Headlined by Penelope Cruz and Edgar Ramirez, “Wasp Network” is world premiering and competing in Venice, but the Cuba-set film was a long-shot to get made because of its political subject and the difficulties in raising financing, director Olivier Assayas said.
“Wasp Network” centers on the true story of Cuban spies in American territory during the 1990s, when anti-Castro groups based in Florida carried out military attacks on Cuba and the Cuban government struck back with the Wasp Network to infiltrate those organizations. Assayas wrote the screenplay, which is based on Fernando Morais’ book, “The Last Soldiers of the Cold War: The Story of the Cuban Five,” published by Companhia das Letras.
Assayas, whose credits include the Golden Globe-winning miniseries “Carlos” and “Personal Shopper,” which won him the best director prize at Cannes, told Variety that Cuban authorities had initially refused to let the film shoot there.
“They first refused to give us the authorization but discussions continued. So we searched for a location that could substitute for Havana and were about to start shooting elsewhere… But then the Cubans changed their minds and opened all the doors for us,” said Assayas, who lived in Havana for half a year to make the movie.
“It was extraordinary because it was the first time that the Cubans opened the doors to have a filmmaker explore their contemporary political history, but at the same time we shot during a very tense time because of the political context, particularly due to the Trump administration. We were observed very closely by the Cuban state and subjected to the fluctuations of the political climate.”
The challenge, Assayas said, was to “make a film with an international ambition and an aesthetic one, in a country where you have poverty and an embargo….It was an adventure. At times we didn’t know if we would be able to shoot the next day.”
In spite of the glamorous casting, raising the financing was complicated because of the topic – the relationship between the Cuba and the U.S. – and many potential partners were reluctant, said Assayas.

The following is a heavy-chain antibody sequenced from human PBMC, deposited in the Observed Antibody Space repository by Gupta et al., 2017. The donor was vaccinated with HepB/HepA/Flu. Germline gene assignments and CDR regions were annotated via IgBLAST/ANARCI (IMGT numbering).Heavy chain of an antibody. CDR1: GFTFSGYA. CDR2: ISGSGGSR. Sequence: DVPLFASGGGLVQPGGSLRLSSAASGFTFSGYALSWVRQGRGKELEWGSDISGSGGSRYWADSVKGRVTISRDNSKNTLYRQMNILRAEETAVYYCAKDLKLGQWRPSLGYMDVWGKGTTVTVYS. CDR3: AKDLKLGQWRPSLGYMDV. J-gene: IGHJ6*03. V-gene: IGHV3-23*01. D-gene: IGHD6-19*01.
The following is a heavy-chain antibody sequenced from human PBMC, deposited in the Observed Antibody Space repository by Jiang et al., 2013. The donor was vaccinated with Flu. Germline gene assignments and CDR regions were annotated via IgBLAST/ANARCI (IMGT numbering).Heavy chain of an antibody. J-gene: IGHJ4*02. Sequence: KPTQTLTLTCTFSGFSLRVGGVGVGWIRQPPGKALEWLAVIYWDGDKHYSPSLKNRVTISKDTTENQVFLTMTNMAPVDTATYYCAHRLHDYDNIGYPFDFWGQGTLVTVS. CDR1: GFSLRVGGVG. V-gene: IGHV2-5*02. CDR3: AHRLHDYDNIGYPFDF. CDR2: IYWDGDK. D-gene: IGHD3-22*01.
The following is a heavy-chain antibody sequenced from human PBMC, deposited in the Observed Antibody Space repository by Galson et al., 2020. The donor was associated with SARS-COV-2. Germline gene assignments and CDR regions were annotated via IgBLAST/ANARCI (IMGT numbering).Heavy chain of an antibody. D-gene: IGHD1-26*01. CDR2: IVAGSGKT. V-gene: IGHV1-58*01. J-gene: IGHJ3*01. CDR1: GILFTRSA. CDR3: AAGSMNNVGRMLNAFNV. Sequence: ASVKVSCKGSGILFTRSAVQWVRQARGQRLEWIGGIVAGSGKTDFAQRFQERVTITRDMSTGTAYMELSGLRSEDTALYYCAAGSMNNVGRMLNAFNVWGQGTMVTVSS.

The Brazilian producer Rodrigo Teixeira, who produced the film through his banner RT Features with Charles Gillibert’s CG Cinema, concurs. “In December 2018 we didn’t have the money in the bank…but once we got it, everything came together so quickly….The film finished shooting on May 4th and we started editing three days later and here we are today,” said Teixeira, who is also in Venice with James Gray’s “Ad Astra.”
“Olivier Assayas is one of the greatest directors alive and one of the most professional I’ve ever worked with,” Teixeira added. “To me he’s like Michael Mann: He has a clear vision of what he wants and is a source of inspiration for many filmmakers out there.”
Teixeira, who had the rights to Morais’ book and proposed the project to Assayas through Gillibert, said he was instantly convinced that Assayas was the right director to adapt the material because, unlike every director he had approached with the book, “Assayas was not obsessed with what actors he could get on board the project but rather came into the meeting with his own take on the story, and already had a precise idea of how he would structure the film.”
Assayas said the film takes an “ambivalent position which is both pro-democracy but also tells Cuban history through characters who aren’t portrayed like the bad guys but as victims of terrorist operations.”
“Wasp Network” explores “modern politics, the underworld of modern information and disinformation, which at the time we called propaganda,” said Assayas.
The director said he was impressed with the cast’s dedication amid the tough shooting conditions, notably Cruz and Ramirez, who had starred as the Venezuelan revolutionary Ilich Ramirez Sanchez in “Carlos.” “As with the grand actresses, Penelope brought some inventiveness into her character and a humanity, an emotional dimension and vitality that was essential to the film,” Assayas said.
The French helmer said he met Cruz through Ramirez because the two actors grew close to each other after shooting “Versace” together. “I used this complicity between them to build the onscreen couple,” said Assayas. The helmer, who has a habit of writing meaty parts for actresses, most notably Kristen Stewart, with whom he’s made “Personal Shopper” and “The Clouds of Sils Maria,” called Cruz’s performance as Olga the emotional core of the film
Although he’s made films with some English dialogue before, “Wasp Network” marks Assayas’ most international, American-looking movie to date.